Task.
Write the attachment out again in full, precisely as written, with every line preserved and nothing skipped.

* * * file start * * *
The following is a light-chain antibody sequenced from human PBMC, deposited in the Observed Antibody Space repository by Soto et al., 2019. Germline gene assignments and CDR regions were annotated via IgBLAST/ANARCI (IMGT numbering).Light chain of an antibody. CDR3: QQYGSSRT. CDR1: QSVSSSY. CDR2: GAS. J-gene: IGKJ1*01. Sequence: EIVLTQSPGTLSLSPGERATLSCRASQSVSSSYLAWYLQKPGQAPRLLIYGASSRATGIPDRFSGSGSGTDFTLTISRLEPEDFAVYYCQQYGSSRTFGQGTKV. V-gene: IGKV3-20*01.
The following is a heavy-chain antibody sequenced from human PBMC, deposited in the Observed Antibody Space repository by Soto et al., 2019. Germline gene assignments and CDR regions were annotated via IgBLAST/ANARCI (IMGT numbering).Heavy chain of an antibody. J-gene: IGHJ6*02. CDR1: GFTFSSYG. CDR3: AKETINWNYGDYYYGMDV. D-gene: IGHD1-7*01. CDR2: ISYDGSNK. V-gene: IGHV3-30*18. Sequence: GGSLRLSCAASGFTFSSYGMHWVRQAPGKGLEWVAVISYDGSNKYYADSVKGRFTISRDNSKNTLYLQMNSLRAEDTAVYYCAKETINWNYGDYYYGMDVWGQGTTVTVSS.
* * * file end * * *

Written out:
The following is a light-chain antibody sequenced from human PBMC, deposited in the Observed Antibody Space repository by Soto et al., 2019. Germline gene assignments and CDR regions were annotated via IgBLAST/ANARCI (IMGT numbering).Light chain of an antibody. CDR3: QQYGSSRT. CDR1: QSVSSSY. CDR2: GAS. J-gene: IGKJ1*01. Sequence: EIVLTQSPGTLSLSPGERATLSCRASQSVSSSYLAWYLQKPGQAPRLLIYGASSRATGIPDRFSGSGSGTDFTLTISRLEPEDFAVYYCQQYGSSRTFGQGTKV. V-gene: IGKV3-20*01.
The following is a heavy-chain antibody sequenced from human PBMC, deposited in the Observed Antibody Space repository by Soto et al., 2019. Germline gene assignments and CDR regions were annotated via IgBLAST/ANARCI (IMGT numbering).Heavy chain of an antibody. J-gene: IGHJ6*02. CDR1: GFTFSSYG. CDR3: AKETINWNYGDYYYGMDV. D-gene: IGHD1-7*01. CDR2: ISYDGSNK. V-gene: IGHV3-30*18. Sequence: GGSLRLSCAASGFTFSSYGMHWVRQAPGKGLEWVAVISYDGSNKYYADSVKGRFTISRDNSKNTLYLQMNSLRAEDTAVYYCAKETINWNYGDYYYGMDVWGQGTTVTVSS.